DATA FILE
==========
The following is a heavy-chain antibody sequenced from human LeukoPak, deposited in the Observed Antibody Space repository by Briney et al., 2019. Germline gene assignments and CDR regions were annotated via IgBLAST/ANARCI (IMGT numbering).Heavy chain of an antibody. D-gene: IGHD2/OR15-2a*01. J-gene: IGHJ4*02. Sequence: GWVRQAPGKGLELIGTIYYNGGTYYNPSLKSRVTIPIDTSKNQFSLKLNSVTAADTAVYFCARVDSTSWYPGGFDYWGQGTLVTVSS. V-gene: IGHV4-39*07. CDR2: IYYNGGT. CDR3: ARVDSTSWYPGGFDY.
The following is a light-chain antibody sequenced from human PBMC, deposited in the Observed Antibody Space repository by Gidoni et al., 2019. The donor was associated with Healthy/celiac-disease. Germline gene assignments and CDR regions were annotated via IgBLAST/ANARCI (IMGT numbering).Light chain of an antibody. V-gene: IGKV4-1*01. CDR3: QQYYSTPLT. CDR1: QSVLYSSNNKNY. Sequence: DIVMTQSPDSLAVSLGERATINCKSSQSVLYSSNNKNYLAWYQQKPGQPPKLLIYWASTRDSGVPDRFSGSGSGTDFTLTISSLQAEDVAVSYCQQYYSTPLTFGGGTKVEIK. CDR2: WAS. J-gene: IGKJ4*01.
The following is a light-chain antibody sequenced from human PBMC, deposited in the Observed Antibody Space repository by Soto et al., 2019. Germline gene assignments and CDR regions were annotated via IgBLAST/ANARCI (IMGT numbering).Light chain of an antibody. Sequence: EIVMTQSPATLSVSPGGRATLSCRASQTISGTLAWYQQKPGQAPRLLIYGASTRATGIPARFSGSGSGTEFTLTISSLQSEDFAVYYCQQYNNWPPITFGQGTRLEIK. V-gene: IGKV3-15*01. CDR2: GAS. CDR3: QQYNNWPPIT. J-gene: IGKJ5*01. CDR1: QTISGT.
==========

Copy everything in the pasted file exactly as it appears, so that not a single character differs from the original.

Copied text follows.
The following is a heavy-chain antibody sequenced from human LeukoPak, deposited in the Observed Antibody Space repository by Briney et al., 2019. Germline gene assignments and CDR regions were annotated via IgBLAST/ANARCI (IMGT numbering).Heavy chain of an antibody. D-gene: IGHD2/OR15-2a*01. J-gene: IGHJ4*02. Sequence: GWVRQAPGKGLELIGTIYYNGGTYYNPSLKSRVTIPIDTSKNQFSLKLNSVTAADTAVYFCARVDSTSWYPGGFDYWGQGTLVTVSS. V-gene: IGHV4-39*07. CDR2: IYYNGGT. CDR3: ARVDSTSWYPGGFDY.
The following is a light-chain antibody sequenced from human PBMC, deposited in the Observed Antibody Space repository by Gidoni et al., 2019. The donor was associated with Healthy/celiac-disease. Germline gene assignments and CDR regions were annotated via IgBLAST/ANARCI (IMGT numbering).Light chain of an antibody. V-gene: IGKV4-1*01. CDR3: QQYYSTPLT. CDR1: QSVLYSSNNKNY. Sequence: DIVMTQSPDSLAVSLGERATINCKSSQSVLYSSNNKNYLAWYQQKPGQPPKLLIYWASTRDSGVPDRFSGSGSGTDFTLTISSLQAEDVAVSYCQQYYSTPLTFGGGTKVEIK. CDR2: WAS. J-gene: IGKJ4*01.
The following is a light-chain antibody sequenced from human PBMC, deposited in the Observed Antibody Space repository by Soto et al., 2019. Germline gene assignments and CDR regions were annotated via IgBLAST/ANARCI (IMGT numbering).Light chain of an antibody. Sequence: EIVMTQSPATLSVSPGGRATLSCRASQTISGTLAWYQQKPGQAPRLLIYGASTRATGIPARFSGSGSGTEFTLTISSLQSEDFAVYYCQQYNNWPPITFGQGTRLEIK. V-gene: IGKV3-15*01. CDR2: GAS. CDR3: QQYNNWPPIT. J-gene: IGKJ5*01. CDR1: QTISGT.